In her own words, “The right size depends on your goals and purpose of choosing a braided style. Are you looking for a Bohemian beach beauty look for your week-long girls’ trip to the Caribbean? Or are you looking for a protective style to give your hair fibers a break from styling and manipulation?”

Aside from thinking about the climate you’ll be in, Hill stresses that your planned box braid duration should be discussed with your stylist. “The longer you plan to keep them in, the smaller the sections should be,” she says, though, she advises her clients to stay away from micro-sized braids. “I suggest that sections, at minimum, [should] at least be two fingers in width.”

There are different sizes of box braids:

Small braids are often called micro braids and they’re itty bitty plaits.

Medium braids, which are the most popular size request, have about the same width as a pencil or pen. We can thank Poetic Justice star, Janet Jackson, circa 1993 for this iconic look.

Large braids are chunky and thick and make quite the statement. These plaits can have a width between the size of a Crayola marker and a jumbo Sharpie.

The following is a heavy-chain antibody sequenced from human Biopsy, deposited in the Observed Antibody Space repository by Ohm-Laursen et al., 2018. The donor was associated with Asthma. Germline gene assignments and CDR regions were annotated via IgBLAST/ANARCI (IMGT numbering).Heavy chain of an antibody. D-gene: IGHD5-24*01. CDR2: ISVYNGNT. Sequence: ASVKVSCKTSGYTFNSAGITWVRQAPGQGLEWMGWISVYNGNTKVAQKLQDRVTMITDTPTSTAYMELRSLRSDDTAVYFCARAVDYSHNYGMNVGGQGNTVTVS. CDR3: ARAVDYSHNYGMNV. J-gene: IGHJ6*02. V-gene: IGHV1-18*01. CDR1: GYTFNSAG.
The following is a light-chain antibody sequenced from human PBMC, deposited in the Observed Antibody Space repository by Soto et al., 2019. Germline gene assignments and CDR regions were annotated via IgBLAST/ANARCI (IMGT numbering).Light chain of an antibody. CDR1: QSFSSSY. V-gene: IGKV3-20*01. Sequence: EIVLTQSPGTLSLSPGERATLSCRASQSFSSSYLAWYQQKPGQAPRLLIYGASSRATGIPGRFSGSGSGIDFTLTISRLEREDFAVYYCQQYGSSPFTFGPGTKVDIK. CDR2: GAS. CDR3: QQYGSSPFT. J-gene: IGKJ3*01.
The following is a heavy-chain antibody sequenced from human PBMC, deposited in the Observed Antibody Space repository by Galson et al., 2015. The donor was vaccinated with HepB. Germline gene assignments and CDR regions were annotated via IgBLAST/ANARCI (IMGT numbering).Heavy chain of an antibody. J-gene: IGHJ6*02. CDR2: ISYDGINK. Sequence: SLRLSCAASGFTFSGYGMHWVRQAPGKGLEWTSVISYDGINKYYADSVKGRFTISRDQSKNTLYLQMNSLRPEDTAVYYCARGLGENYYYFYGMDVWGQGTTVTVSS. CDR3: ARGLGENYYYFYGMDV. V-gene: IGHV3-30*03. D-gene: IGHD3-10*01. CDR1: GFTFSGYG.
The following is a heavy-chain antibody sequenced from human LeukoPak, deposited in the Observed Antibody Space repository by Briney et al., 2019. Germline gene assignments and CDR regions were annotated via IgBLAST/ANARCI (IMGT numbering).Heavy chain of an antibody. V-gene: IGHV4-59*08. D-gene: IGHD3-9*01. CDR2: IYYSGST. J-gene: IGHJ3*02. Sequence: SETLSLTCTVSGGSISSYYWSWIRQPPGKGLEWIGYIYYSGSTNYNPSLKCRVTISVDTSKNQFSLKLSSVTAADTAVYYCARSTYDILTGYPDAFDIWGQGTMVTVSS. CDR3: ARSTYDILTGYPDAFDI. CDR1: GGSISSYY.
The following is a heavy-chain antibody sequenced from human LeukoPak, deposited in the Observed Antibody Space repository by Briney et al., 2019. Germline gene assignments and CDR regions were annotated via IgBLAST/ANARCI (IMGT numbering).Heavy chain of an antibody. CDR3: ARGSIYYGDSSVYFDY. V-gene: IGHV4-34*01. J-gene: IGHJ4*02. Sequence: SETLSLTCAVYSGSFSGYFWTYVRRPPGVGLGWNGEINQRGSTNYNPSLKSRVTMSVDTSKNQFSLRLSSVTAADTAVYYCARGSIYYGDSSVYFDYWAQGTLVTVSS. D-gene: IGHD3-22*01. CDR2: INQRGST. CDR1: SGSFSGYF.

Is There Discomfort?

As many protective stylers know, traction alopecia can occur if your braids are too tight. To ensure that your hair stays intact, you’ll have to monitor your stylist’s technique for any discomfort.

If discomfort does occur, Hill advises clients to speak up. “Address the discomfort immediately,” she urges. “The braider should loosen any braid in real-time to reduce discomfort.” In her line of work, she says any reputable braider will want to know a client’s scalp sensitivity, so they’ll know how much tension to use throughout the service. Therefore, the instant you feel uncomfortable, you should let your stylist know.

How much do box braids cost?

The cost of your installation is determined by the size and length of your style, as well as where you live, but Williams says you can expect to pay anywhere between $200-900 for the installation. And keep in mind that highly skilled technicians will come at a higher price point.